Based on our sampling frame, stratified on location, sector, and size, firms were randomly drawn from local firm registers. In a first step, for each city and industry a sampling pool was established by drawing every nth company from complete local firm registers. After confirming the eligibility of the firms, our local partner approached local entities such as the Bureau of Industry and Commerce, party organizations, and other institutions such as industry guilds for their support and assistance in securing entrepreneurs’ participation in our survey. Once local support was secured, the sampled entrepreneurs were invited to participate.
Eligible respondents were the companies’ chief executive officers (CEOs). If the CEO could not participate in the interview personally, the interview was rescheduled. This increased comparability of responses across all companies. Moreover, the strategy helped secure more detailed and reliable information on specific processes that fall naturally into the domain of the firm manager. In a majority of cases, the respondent also held ownership shares in the company (83 percent of interviewees) or was even one of the company founders (74 percent of interviewees).
Firm sample by city, sector and firm size, 2006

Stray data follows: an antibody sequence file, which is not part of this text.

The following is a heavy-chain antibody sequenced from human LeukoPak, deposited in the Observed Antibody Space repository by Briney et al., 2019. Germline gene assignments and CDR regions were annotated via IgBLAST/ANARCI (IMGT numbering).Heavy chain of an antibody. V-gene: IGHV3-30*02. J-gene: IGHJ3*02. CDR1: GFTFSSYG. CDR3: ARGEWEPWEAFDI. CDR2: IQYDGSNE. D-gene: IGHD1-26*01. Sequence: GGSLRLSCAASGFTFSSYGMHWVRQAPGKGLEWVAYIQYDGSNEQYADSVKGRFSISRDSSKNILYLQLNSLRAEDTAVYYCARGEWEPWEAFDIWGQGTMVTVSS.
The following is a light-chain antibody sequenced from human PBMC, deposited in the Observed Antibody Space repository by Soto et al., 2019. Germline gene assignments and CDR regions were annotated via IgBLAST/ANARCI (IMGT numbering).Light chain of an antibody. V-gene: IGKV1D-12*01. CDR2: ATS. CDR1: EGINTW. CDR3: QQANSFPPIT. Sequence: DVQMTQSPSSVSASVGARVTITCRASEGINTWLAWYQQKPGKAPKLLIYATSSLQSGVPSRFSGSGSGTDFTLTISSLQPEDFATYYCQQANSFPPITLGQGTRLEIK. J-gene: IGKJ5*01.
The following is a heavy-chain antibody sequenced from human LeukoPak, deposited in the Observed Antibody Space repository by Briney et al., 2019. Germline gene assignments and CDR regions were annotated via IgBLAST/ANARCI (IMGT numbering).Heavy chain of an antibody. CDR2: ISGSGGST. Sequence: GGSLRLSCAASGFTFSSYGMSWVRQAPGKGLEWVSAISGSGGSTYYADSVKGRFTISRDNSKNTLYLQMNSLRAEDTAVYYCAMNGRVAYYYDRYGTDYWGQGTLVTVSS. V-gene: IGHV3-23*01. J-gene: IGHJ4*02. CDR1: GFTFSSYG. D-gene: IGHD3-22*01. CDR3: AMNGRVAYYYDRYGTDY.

* L = more than 300 workers; M = 101 to 300 workers; S = 10 to 100 workers in 2003.
Overall, with 711 completed interviews in 2,842 contacted firms, the response rate for our 2006 survey wave was 25 percent. This rate meets standards widely used by the professional survey research industry, which regards overall response rates of firm surveys in the range of 25 percent as satisfactory. Baruch and Holtom (2008) analysed 1607 studies published in the years 2000 and 2005 in 17 refereed academic journals, and identified an average response rate of 35.7 percent with a standard deviation of 18.8 for studies that utilized data collected from organizations. Studies in the Asian context typically yield lower response rates.
In our survey nonresponses often resulted from strict adherence to the rule only to interview the firm’s CEO. Extended business trips— partly outside China— or participation in national and international trade fairs made personal visits with CEOs at times simply impossible. If after three contact attempts it was still not possible to line up a personal appointment for a face- to- face interview with the firm manager, we replaced the firm by another randomly sampled participant firm drawn from the sampling pool.